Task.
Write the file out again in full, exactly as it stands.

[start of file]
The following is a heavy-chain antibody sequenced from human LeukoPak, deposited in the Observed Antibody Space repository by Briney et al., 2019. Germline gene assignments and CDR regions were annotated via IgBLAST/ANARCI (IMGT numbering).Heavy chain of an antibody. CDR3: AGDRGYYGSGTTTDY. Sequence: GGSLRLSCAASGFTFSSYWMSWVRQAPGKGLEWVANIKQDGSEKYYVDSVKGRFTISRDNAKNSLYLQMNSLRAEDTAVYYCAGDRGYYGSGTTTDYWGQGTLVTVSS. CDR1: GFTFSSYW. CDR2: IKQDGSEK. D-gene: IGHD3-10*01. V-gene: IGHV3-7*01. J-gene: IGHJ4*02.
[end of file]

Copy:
The following is a heavy-chain antibody sequenced from human LeukoPak, deposited in the Observed Antibody Space repository by Briney et al., 2019. Germline gene assignments and CDR regions were annotated via IgBLAST/ANARCI (IMGT numbering).Heavy chain of an antibody. CDR3: AGDRGYYGSGTTTDY. Sequence: GGSLRLSCAASGFTFSSYWMSWVRQAPGKGLEWVANIKQDGSEKYYVDSVKGRFTISRDNAKNSLYLQMNSLRAEDTAVYYCAGDRGYYGSGTTTDYWGQGTLVTVSS. CDR1: GFTFSSYW. CDR2: IKQDGSEK. D-gene: IGHD3-10*01. V-gene: IGHV3-7*01. J-gene: IGHJ4*02.